The Ultimate Guide to Regional Thai Cuisine in NYC

Where to find the best dishes from all corners of the country
April 3, 2015
by Sara Ventiera

In the past few years, New Yorkers’ appreciation of Thai food has expanded exponentially. Diners don't just want pad Thai and basic curries; now they expect fare with deeper, richer, more exotic flavor profiles and ingredients. Whether globe-trekking backpackers demanded the change or savvy restaurateurs decided American palates were ready for some funk and spice, it's hard to say. Either way, we’re glad it’s happening. From the herbaceous north to the coconut-heavy south, check out our guide to regional Thai cuisine.

Southern Thailand

The narrow peninsula that stretches down to Malaysia makes up the southern culinary region of the country. The inhabitants come from diverse ethnic groups: Malay to the south with strong Indian and Javanese influences, Chinese to the north. So, the fare is diverse, ranging from roti and curry to some noodles. There's a lot of jasmine rice, turmeric, garlic, galangal (Thai ginger), lemongrass and some bitter components from the native sataw bean. Seafood is popular, the dishes are usually scorching hot and coconut (in all its many forms) reigns supreme. Gaeng Thai Pla is one of most iconic dishes. It’s a deeply flavored fish curry (traditionally with fish stomach) that packs some serious heat. For those who can’t handle the spice, gaing karee (yellow curry), a Thai-Muslim-influenced dish, blends turmeric and coconut milk in a sauce that packs the aromatics without the spice.

Where to Try:

Kitchen 79SriPraPhai 

Central Thailand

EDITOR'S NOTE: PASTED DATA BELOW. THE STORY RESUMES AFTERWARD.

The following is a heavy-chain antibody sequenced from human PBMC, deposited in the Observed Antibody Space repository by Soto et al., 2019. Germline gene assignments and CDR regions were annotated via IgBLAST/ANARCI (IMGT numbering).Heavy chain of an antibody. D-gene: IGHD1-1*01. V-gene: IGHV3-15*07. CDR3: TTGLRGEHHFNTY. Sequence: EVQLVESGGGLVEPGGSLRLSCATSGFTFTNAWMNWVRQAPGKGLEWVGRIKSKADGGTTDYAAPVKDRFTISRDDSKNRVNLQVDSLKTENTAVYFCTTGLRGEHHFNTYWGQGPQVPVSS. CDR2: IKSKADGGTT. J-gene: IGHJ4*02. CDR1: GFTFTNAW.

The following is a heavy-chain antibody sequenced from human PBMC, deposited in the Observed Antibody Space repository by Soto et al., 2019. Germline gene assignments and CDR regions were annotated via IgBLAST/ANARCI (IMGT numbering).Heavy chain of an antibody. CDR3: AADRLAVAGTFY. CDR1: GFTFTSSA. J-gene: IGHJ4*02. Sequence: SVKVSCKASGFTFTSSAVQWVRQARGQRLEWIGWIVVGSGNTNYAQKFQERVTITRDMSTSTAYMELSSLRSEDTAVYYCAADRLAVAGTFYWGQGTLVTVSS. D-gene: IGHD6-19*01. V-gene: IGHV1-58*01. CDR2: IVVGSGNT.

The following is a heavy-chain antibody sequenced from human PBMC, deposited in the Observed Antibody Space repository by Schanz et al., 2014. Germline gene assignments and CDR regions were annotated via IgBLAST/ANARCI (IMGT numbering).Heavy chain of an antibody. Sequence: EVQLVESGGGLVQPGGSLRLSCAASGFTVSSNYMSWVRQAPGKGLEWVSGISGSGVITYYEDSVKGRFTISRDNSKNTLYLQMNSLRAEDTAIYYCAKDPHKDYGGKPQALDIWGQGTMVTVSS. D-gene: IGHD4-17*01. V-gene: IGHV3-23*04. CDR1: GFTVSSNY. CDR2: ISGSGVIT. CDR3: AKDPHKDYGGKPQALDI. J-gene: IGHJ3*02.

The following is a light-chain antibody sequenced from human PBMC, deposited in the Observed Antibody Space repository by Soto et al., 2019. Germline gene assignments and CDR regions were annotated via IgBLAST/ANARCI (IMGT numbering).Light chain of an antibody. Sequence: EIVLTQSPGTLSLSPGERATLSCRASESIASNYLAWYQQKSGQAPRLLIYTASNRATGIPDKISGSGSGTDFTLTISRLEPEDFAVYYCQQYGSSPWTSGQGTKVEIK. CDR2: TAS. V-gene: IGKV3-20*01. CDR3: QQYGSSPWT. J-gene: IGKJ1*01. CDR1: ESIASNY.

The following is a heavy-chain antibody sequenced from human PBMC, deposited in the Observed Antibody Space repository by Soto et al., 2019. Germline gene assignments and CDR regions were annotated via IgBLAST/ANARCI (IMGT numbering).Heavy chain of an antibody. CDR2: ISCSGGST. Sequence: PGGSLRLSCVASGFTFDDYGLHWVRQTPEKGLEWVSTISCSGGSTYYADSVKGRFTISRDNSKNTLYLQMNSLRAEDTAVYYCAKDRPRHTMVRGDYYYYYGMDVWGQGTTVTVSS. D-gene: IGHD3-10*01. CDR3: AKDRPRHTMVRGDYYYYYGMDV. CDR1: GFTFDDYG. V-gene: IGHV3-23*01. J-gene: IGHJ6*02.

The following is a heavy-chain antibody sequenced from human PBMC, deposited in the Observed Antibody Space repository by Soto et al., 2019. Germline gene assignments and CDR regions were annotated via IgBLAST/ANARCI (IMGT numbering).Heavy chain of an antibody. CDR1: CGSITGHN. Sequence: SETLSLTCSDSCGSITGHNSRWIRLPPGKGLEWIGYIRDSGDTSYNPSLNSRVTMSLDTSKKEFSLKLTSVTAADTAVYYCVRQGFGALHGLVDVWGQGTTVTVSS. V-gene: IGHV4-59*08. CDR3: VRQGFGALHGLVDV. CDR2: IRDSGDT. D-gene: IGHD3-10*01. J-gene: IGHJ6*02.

Moving away from the sandy beaches and into the delta, Central Thailand is rich in jasmine rice, fresh produce, seafood and pork. In the center is Bangkok, the seat of power for the royal palace, so much of the fare is more refined, with complex layers of sweet, sour, salty and spicy notes. Dried red pepper, garlic, galangal, lemongrass, sweet basil, lime and coconut cream are common flavors. It's the fare most Americans have come to know as Thai. Many of the ubiquitous exports hail from the region: tom kha kai (chicken and coconut milk soup) as well as red, green and panang curries. A lesser known specialty is haw mok, a mix of red curry, coconut milk, egg and seafood that resembles soufflé. There is a strong Chinese influence too, with a wide variety of noodles, plain brothy soups, stir-fries and clay-pot meals. Gaeng phet pet yang, is a perfect example of the confluence; it melds together Chinese-style duck with the intricate flavors of Thai red curry.

Where to Try:

Kiin ThaiThai Market

Northern Thai

Anchored by Chiang Mai, the north is made up of cool, jungle-filled mountains with lots of roots, vegetables, herbs and wood for cooking. Grilling is a common cooking method, and sausage is must-try. The most popular is sai ua, an herbal blend of pork, dried chile and lemongrass. Aromatics up north are bold with lots of salty, spicy and herbal notes. Coconuts aren't as common, but they are used to some extent. One of the best-known dishes has been influenced by neighboring Myanmar; khao soi is an intense curry soup scented with coconut milk and turmeric, then filled with chicken and pickles and finished with fried and boiled egg noodles. It’s one of the few dishes in the region to use coconut rather than broth or water. And glutinous rice is a requisite with every meal.

Where to Try:

Pok Pok NYKao Soy


Of all the regional Thai fare, Isaan has become the most celebrated in NYC in recent years. Situated on the border with Laos and Cambodia, the northeastern chunk of Thailand houses a wide population of ethnically Lao and Khmer individuals. Obviously, that's affected the style of food. Like the north, sticky rice leads. But, because there's not as much forestry that can be used for fuel, a lot of the fare is raw and cured. An example is the area's omnipresent seasoning, pla ra, a funky fish sauce made from fermented freshwater species. Another illustration: the region’s all-star dish, som tum, the incredibly spicy green papaya salad with lime juice, garlic, pungent seafood (dried shrimp and salted crab are common additions) and a strong dose of pla ra. If you're not sweating while you're eating it, there's probably something wrong. Don't miss out on the larb, either. It’s a minced meat salad (think duck, chicken, fish) with toasted ground rice, mint, vegetables, a generous sprinkling of whole dried chile and a heavy hand of fish sauce.

Where to Try:

Lan LarbSomtum DerZabb Elee

thai food
northern thai